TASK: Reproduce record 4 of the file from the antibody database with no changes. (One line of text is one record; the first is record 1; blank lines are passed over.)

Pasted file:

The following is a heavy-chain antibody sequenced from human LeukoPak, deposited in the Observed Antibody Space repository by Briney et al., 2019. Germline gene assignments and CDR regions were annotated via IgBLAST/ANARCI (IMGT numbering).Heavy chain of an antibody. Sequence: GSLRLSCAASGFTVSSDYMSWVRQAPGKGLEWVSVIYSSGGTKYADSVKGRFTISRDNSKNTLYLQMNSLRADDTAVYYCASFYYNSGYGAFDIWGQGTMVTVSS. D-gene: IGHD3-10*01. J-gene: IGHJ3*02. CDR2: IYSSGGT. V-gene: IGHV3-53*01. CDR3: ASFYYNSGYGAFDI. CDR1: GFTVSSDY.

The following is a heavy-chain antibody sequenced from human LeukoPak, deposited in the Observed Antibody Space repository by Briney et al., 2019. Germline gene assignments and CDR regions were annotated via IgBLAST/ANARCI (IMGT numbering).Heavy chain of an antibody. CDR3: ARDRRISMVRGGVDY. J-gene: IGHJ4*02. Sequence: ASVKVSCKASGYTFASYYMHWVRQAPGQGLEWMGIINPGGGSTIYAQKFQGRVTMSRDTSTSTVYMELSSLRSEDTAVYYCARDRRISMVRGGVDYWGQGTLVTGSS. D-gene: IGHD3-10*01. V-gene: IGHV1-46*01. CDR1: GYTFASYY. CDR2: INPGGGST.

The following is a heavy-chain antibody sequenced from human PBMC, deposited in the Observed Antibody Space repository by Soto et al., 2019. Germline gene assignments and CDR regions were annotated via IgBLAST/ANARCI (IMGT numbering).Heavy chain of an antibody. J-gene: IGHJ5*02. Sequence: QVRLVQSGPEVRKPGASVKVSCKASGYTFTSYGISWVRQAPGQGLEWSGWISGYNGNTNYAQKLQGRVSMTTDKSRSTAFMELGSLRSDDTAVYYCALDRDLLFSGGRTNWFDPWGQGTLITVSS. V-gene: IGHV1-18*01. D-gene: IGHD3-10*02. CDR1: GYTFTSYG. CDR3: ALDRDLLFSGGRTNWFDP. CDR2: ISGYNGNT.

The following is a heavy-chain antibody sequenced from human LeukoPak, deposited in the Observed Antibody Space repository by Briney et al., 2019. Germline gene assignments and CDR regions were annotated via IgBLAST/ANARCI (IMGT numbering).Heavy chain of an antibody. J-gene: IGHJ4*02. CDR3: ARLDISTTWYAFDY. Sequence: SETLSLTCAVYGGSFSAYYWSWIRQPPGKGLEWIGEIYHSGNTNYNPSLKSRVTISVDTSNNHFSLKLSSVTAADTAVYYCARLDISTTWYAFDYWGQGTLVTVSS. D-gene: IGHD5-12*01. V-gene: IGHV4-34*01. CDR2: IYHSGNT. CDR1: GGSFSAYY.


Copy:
The following is a heavy-chain antibody sequenced from human LeukoPak, deposited in the Observed Antibody Space repository by Briney et al., 2019. Germline gene assignments and CDR regions were annotated via IgBLAST/ANARCI (IMGT numbering).Heavy chain of an antibody. J-gene: IGHJ4*02. CDR3: ARLDISTTWYAFDY. Sequence: SETLSLTCAVYGGSFSAYYWSWIRQPPGKGLEWIGEIYHSGNTNYNPSLKSRVTISVDTSNNHFSLKLSSVTAADTAVYYCARLDISTTWYAFDYWGQGTLVTVSS. D-gene: IGHD5-12*01. V-gene: IGHV4-34*01. CDR2: IYHSGNT. CDR1: GGSFSAYY.